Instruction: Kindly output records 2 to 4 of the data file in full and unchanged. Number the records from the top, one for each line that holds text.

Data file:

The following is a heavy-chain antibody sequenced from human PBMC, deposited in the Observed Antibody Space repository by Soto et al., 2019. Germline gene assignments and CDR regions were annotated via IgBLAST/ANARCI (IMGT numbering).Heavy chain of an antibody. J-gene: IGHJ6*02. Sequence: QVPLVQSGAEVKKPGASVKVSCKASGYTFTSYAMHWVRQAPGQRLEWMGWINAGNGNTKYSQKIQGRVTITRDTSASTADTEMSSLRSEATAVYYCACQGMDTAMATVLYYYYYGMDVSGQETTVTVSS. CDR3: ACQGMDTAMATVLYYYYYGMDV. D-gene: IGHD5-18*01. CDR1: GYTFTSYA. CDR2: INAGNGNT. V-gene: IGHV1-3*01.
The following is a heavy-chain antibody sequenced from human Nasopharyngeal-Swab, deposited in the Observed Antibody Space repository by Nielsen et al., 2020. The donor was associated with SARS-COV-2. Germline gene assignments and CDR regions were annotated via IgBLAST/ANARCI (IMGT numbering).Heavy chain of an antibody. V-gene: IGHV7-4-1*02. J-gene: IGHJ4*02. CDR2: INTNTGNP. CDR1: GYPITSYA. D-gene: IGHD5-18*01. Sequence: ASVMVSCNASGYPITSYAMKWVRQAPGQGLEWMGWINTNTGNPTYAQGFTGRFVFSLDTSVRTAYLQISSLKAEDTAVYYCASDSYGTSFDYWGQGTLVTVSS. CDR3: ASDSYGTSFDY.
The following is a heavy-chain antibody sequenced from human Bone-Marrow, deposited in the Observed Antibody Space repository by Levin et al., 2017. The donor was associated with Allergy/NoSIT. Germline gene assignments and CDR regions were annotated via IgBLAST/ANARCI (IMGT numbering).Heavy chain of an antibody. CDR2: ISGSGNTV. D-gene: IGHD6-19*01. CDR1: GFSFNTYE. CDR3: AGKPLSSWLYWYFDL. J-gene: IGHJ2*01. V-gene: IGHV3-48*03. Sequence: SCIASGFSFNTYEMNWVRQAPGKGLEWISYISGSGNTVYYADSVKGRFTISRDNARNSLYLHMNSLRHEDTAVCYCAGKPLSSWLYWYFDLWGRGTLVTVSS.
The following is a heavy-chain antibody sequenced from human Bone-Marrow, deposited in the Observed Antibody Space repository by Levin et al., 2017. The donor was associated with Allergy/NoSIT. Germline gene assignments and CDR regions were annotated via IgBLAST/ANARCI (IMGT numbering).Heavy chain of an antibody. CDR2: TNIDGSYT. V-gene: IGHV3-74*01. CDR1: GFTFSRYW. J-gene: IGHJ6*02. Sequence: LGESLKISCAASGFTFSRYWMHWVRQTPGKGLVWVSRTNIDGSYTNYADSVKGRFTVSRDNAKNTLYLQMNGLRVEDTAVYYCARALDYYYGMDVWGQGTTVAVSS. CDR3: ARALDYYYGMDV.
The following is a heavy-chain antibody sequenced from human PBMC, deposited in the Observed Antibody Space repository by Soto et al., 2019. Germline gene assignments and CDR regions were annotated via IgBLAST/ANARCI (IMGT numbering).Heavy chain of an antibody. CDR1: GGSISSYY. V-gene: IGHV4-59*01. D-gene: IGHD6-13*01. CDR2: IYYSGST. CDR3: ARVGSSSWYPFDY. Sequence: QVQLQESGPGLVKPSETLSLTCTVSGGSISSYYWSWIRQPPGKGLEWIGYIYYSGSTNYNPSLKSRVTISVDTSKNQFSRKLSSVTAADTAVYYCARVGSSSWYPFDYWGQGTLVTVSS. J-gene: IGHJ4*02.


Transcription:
The following is a heavy-chain antibody sequenced from human Nasopharyngeal-Swab, deposited in the Observed Antibody Space repository by Nielsen et al., 2020. The donor was associated with SARS-COV-2. Germline gene assignments and CDR regions were annotated via IgBLAST/ANARCI (IMGT numbering).Heavy chain of an antibody. V-gene: IGHV7-4-1*02. J-gene: IGHJ4*02. CDR2: INTNTGNP. CDR1: GYPITSYA. D-gene: IGHD5-18*01. Sequence: ASVMVSCNASGYPITSYAMKWVRQAPGQGLEWMGWINTNTGNPTYAQGFTGRFVFSLDTSVRTAYLQISSLKAEDTAVYYCASDSYGTSFDYWGQGTLVTVSS. CDR3: ASDSYGTSFDY.
The following is a heavy-chain antibody sequenced from human Bone-Marrow, deposited in the Observed Antibody Space repository by Levin et al., 2017. The donor was associated with Allergy/NoSIT. Germline gene assignments and CDR regions were annotated via IgBLAST/ANARCI (IMGT numbering).Heavy chain of an antibody. CDR2: ISGSGNTV. D-gene: IGHD6-19*01. CDR1: GFSFNTYE. CDR3: AGKPLSSWLYWYFDL. J-gene: IGHJ2*01. V-gene: IGHV3-48*03. Sequence: SCIASGFSFNTYEMNWVRQAPGKGLEWISYISGSGNTVYYADSVKGRFTISRDNARNSLYLHMNSLRHEDTAVCYCAGKPLSSWLYWYFDLWGRGTLVTVSS.
The following is a heavy-chain antibody sequenced from human Bone-Marrow, deposited in the Observed Antibody Space repository by Levin et al., 2017. The donor was associated with Allergy/NoSIT. Germline gene assignments and CDR regions were annotated via IgBLAST/ANARCI (IMGT numbering).Heavy chain of an antibody. CDR2: TNIDGSYT. V-gene: IGHV3-74*01. CDR1: GFTFSRYW. J-gene: IGHJ6*02. Sequence: LGESLKISCAASGFTFSRYWMHWVRQTPGKGLVWVSRTNIDGSYTNYADSVKGRFTVSRDNAKNTLYLQMNGLRVEDTAVYYCARALDYYYGMDVWGQGTTVAVSS. CDR3: ARALDYYYGMDV.